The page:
From Desperation to Dedication: Robbery Prevention, Apprehension and RecoveryTroy Evans
April 11, 2013 — 1,687 views
From Desperation to Dedication: Robbery Prevention, Apprehension and Recovery through the Eyes of a Former Bank/Credit Union Robber
For more than 15 years, I pursued a career as a self-employed Addict, Drug Dealer, Gambler and Thief. I risked my life and sacrificed my family to satisfy my need for money, attention and independence. Ultimately, my disregard of values and discipline resulted in a 13 year Federal Prison sentence. Following a six-month crime spree, which included five armed bank/credit union robberies in three states, my self-destructive lifestyle was brought to an end. I soon found myself within the razor wire and armed confines of the Federal Correctional Complex in Florence, Colorado where my neighbors included such notorious criminals as Timothy McVeigh and Terry Nichols.
Facing the obstacles, pressures and violence of prison life, I was determined that his time behind bars would not be wasted. I chose Education as my saving grace, despite the elimination of Federal Pell Grants for the incarcerated. Undeterred, I set out to secure funding on my own through scholarships, grants and foundation assistance. After six months of submitting applications, writing essays, begging, pleading and selling, I landed his first scholarship for one class. That was a beginning, and when I walked out the doors of prison, I carried with me two degrees, both obtained with a 4.0 GPA and placement on the Dean’s and President’s List.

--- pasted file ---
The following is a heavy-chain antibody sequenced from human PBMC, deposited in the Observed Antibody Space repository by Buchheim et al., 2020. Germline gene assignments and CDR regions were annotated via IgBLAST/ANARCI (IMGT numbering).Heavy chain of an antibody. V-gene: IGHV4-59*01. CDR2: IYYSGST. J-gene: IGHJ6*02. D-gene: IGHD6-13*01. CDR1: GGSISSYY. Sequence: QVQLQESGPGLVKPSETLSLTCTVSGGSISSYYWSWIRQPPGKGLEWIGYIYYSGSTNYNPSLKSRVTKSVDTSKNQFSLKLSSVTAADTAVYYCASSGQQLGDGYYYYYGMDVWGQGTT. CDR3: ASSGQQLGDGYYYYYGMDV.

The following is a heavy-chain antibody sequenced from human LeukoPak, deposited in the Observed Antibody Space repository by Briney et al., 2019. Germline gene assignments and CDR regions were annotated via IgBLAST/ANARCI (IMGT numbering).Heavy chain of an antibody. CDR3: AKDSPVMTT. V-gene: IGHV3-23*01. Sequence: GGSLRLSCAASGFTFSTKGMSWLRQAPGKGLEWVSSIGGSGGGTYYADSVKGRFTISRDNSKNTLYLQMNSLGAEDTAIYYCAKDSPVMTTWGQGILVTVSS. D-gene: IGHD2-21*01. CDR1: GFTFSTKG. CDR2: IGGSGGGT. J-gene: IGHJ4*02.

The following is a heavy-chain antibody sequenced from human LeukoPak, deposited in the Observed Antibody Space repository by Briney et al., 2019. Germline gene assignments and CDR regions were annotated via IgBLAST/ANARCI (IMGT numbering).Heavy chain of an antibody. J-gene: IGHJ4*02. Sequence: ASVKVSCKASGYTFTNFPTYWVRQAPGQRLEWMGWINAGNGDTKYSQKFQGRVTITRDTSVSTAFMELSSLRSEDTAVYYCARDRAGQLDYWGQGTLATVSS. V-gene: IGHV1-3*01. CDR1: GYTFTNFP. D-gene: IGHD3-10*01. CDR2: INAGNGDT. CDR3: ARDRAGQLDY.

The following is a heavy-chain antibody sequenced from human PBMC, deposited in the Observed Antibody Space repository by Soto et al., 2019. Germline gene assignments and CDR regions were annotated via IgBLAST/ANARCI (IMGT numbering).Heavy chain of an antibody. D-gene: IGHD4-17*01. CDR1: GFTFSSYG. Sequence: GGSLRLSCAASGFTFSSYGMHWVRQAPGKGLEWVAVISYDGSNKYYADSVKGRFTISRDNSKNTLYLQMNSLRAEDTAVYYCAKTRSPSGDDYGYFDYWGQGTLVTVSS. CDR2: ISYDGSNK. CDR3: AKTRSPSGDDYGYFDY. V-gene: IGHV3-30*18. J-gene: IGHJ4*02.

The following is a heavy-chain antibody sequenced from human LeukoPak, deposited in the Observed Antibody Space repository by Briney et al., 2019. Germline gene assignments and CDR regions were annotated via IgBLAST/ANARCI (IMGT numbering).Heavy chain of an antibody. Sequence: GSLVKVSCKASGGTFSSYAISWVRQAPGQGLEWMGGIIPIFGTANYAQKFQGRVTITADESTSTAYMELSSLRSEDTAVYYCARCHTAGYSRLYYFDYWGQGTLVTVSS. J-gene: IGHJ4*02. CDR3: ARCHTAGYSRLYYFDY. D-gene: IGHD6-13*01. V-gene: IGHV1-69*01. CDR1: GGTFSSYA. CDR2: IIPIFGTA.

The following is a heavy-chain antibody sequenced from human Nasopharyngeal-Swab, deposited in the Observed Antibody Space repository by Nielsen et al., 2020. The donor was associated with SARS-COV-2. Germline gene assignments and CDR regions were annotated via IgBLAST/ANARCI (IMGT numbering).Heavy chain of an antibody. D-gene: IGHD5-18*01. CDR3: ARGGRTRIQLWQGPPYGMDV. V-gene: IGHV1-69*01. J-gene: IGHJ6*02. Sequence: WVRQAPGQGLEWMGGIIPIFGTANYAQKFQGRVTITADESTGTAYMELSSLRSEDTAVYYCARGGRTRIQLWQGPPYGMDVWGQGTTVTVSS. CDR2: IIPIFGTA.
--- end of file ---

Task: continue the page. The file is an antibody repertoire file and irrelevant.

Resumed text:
Today, I am a motivational speaker, sharing my story of endurance and personal transformation with audiences of all ages. For nearly a decade now I have provided financial institutions with real-life insight surrounding robbery prevention, apprehension and recovery. By giving you a look into the “mind of the enemy” I am confident that the suggestions below, if implemented, will; dramatically decrease the chance of your financial institution being targeted for a robbery; increase the chances of a quick apprehension of the assailant(s), and; aid in a speedy and full recovery of monies taken.